“While the state has made considerable progress decoupling economic growth from greenhouse gas (GHG) emissions, the rate of emissions decline appears to be slowing, due in part to a spike in transportation emissions,” Next 10 acknowledged in its Aug. 22, 2017 “Ninth annual Green Innovation Index finds California clean economy thriving – But emissions-reduction challenges loom: Transportation sector emissions spike, pose major challenge to state’s 2030 climate goals,” press release. “On an absolute basis, California’s total GHG emissions fell only slightly in 2015, down 0.34 percent from 2014. This compares to a 0.73 percent reduction in the previous year and sharper falls in years before. If current rates of decline continue through 2020, the state will need to reduce emissions at a rate of 4.97 percent each year in the decade between 2020 and 2030, and produce even steeper declines in the period from 2030 to 2050, if it is to meet current climate goals.”
In order for California to reach its 2020 greenhouse gas emissions-reduction goal – a level of 431 million metric tons of carbon dioxide equivalent units – from the present 440.5 MMTCO2e, the state needs a 9.5 MMTCO2e reduction in three years. That’s a reduction of an approximate average 3.167 MMTCO2e per year, or an approximate average 2.16 percent reduction over those three years or a per-year drop of 0.7188 percent. 0.7188 percent, incidentally, is more than double the percentage drop between 2014 and 2015. While certainly not impossible to achieve yearly percentage decreases of that degree, California, nevertheless, has its work cut out. And, considering GHG emissions from the transport sector are rising reaching the target will be made that much more difficult because of that fact and others.
Accounting for the rise in Golden State transportation GHGs are such things as lower prices for fuel, less use of mass public transit and increased driving activity.
“In 2015, total transportation-related GHG emissions rose by 2.7 percent, largely due to an increase of 3.1 percent in emissions from on-road vehicles like cars, trucks and buses,” Next 10 in the release submitted. “This increase seems to be a result of a strong economy and lower gas prices resulting in more vehicles on the road, combined with a housing crisis that has led to longer commutes.
“‘Transportation sector emissions vastly outweigh other carbon-producing areas of California’s economy, and the recent spike should alert policy-makers that despite our best efforts, more must be done,’ said [Beacon Economics1 economist Adam] Fowler. ‘Cheap gas prices and a strong economy are creating increased goods movement and prompting Californians to drive more. In addition, the housing affordability and availability crisis is forcing people to live increasingly farther away from work, driving up total vehicle miles traveled in the state by 2.7 billion in 2014, up 0.08 percent from the previous year. So it’s no surprise that greenhouse gas emissions from vehicles have been increasing, despite California having the nation’s most ambitious clean transportation policies.’”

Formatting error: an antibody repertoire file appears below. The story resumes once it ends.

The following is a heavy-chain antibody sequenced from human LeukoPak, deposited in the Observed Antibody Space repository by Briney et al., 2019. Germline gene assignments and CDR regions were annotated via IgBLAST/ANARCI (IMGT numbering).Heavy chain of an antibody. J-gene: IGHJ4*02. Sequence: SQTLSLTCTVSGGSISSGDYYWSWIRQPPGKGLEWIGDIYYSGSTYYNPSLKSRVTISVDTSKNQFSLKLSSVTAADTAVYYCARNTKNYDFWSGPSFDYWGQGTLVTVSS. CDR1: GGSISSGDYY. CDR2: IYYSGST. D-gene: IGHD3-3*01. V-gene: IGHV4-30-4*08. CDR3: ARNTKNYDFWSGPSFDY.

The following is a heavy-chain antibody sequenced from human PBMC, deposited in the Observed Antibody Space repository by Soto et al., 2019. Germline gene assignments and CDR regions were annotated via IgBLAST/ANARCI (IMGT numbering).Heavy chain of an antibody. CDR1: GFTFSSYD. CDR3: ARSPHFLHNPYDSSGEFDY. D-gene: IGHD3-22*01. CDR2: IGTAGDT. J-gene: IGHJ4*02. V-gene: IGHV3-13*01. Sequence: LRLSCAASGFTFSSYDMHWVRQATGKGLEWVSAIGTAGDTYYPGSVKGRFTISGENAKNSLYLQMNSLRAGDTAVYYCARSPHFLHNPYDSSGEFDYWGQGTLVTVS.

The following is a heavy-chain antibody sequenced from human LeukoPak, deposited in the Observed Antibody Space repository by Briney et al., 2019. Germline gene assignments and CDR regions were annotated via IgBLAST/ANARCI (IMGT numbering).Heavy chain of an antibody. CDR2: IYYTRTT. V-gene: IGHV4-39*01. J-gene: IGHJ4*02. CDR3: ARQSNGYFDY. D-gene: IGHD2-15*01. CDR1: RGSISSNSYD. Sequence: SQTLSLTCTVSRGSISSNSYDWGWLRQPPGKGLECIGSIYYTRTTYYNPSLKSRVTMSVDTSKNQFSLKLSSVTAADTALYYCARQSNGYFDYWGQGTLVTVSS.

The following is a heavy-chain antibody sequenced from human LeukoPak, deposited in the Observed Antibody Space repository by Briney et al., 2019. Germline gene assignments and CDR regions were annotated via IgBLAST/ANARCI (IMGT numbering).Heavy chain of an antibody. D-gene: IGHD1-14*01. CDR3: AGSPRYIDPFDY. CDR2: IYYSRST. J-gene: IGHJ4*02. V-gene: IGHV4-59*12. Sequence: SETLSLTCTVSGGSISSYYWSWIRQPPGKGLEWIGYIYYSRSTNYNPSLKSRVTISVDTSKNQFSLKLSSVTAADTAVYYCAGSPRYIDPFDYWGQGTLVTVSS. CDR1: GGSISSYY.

“‘The data in this year’s Index shows that developing cleaner transportation options presents both a great challenge and a great opportunity for the state moving forward,’ said Next 10’s [F. Noel] Perry. ‘Finding a way to reduce emissions by 5 percent each year in the coming decade will require innovation. Fortunately, that’s something California has proven it knows how to do,’” as so noted in the Aug. 22, 2017 release. Perry is Next 10’s founder and a businessman.
A vote of confidence that most definitely sounds like.
- Beacon Economics is an independent consulting and research concern, the very same organization that assembled the recently released ninth annual California Green Innovation Index for the non-profit, non-partisan Next 10 group which released the Index
Images: Stephen Gold (upper); California Environmental Protection Agency Air Resources Board (lower)
This post was last revised on Dec. 5, 2020 @ 7:45 a.m. Pacific Standard Time.
– Alan Kandel